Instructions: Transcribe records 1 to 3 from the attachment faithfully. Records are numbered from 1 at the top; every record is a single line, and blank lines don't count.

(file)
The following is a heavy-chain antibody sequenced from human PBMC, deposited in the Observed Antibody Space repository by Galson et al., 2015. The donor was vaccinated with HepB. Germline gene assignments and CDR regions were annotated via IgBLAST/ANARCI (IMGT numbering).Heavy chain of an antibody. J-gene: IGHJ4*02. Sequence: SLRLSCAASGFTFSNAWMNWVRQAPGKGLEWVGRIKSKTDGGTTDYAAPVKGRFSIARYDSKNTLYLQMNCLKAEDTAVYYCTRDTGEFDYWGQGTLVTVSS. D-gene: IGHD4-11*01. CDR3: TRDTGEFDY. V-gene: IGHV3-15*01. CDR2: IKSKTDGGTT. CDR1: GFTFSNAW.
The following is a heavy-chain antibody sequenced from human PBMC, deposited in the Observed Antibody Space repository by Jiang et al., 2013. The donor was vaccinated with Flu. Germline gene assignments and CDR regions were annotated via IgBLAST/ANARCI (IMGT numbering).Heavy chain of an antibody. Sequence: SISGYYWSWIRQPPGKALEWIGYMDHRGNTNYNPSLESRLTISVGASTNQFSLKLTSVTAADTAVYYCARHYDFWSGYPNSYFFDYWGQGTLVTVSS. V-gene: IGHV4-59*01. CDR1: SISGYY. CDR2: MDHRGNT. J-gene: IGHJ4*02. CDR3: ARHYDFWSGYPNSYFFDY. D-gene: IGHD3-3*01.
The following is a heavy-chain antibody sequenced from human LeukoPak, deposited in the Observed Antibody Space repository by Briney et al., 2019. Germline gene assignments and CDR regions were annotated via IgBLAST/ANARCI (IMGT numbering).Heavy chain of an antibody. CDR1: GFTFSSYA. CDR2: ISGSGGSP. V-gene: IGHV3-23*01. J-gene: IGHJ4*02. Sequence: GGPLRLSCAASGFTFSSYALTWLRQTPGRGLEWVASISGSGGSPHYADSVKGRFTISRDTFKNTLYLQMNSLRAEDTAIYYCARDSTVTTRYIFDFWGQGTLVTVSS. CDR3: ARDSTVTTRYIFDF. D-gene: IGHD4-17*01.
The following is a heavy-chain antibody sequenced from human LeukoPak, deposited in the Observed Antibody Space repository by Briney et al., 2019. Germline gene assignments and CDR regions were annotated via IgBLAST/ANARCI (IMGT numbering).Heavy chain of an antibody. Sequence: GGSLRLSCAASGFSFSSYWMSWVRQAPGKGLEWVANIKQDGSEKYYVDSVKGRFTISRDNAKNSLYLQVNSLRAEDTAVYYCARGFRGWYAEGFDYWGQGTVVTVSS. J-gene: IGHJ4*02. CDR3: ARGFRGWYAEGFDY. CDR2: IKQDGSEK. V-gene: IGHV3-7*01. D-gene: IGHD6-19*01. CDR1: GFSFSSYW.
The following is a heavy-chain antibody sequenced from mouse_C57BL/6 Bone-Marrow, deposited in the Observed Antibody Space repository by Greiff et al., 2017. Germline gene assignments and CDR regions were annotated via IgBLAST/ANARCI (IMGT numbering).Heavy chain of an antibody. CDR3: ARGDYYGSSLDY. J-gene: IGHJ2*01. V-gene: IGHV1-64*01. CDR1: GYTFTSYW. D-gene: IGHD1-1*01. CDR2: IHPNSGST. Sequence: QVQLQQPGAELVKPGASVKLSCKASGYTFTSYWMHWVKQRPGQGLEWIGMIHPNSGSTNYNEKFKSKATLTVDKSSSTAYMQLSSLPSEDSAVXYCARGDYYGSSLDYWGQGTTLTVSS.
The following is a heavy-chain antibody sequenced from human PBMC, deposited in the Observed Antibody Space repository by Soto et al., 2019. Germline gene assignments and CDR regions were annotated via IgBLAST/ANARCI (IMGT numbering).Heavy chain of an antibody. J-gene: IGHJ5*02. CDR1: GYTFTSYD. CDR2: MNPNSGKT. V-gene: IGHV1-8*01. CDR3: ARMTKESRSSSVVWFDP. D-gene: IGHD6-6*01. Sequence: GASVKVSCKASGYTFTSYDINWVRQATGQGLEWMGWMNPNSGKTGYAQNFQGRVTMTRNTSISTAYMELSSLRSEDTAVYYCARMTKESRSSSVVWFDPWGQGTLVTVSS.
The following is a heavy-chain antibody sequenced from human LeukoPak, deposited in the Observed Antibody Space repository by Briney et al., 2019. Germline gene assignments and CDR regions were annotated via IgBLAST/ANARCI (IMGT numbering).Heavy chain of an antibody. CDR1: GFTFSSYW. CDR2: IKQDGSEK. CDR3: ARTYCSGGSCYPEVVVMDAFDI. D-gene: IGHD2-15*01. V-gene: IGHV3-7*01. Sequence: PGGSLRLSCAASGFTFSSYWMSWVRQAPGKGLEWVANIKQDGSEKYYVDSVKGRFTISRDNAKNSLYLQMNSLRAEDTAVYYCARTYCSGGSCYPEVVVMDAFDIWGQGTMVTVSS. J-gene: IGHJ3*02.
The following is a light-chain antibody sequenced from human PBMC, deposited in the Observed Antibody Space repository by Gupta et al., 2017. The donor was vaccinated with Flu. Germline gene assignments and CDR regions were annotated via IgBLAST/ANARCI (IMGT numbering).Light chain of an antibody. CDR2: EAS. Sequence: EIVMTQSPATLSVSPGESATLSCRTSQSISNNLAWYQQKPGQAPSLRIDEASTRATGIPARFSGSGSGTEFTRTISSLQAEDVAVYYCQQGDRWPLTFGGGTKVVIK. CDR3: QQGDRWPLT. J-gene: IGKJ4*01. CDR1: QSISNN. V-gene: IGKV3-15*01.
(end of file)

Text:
The following is a heavy-chain antibody sequenced from human PBMC, deposited in the Observed Antibody Space repository by Galson et al., 2015. The donor was vaccinated with HepB. Germline gene assignments and CDR regions were annotated via IgBLAST/ANARCI (IMGT numbering).Heavy chain of an antibody. J-gene: IGHJ4*02. Sequence: SLRLSCAASGFTFSNAWMNWVRQAPGKGLEWVGRIKSKTDGGTTDYAAPVKGRFSIARYDSKNTLYLQMNCLKAEDTAVYYCTRDTGEFDYWGQGTLVTVSS. D-gene: IGHD4-11*01. CDR3: TRDTGEFDY. V-gene: IGHV3-15*01. CDR2: IKSKTDGGTT. CDR1: GFTFSNAW.
The following is a heavy-chain antibody sequenced from human PBMC, deposited in the Observed Antibody Space repository by Jiang et al., 2013. The donor was vaccinated with Flu. Germline gene assignments and CDR regions were annotated via IgBLAST/ANARCI (IMGT numbering).Heavy chain of an antibody. Sequence: SISGYYWSWIRQPPGKALEWIGYMDHRGNTNYNPSLESRLTISVGASTNQFSLKLTSVTAADTAVYYCARHYDFWSGYPNSYFFDYWGQGTLVTVSS. V-gene: IGHV4-59*01. CDR1: SISGYY. CDR2: MDHRGNT. J-gene: IGHJ4*02. CDR3: ARHYDFWSGYPNSYFFDY. D-gene: IGHD3-3*01.
The following is a heavy-chain antibody sequenced from human LeukoPak, deposited in the Observed Antibody Space repository by Briney et al., 2019. Germline gene assignments and CDR regions were annotated via IgBLAST/ANARCI (IMGT numbering).Heavy chain of an antibody. CDR1: GFTFSSYA. CDR2: ISGSGGSP. V-gene: IGHV3-23*01. J-gene: IGHJ4*02. Sequence: GGPLRLSCAASGFTFSSYALTWLRQTPGRGLEWVASISGSGGSPHYADSVKGRFTISRDTFKNTLYLQMNSLRAEDTAIYYCARDSTVTTRYIFDFWGQGTLVTVSS. CDR3: ARDSTVTTRYIFDF. D-gene: IGHD4-17*01.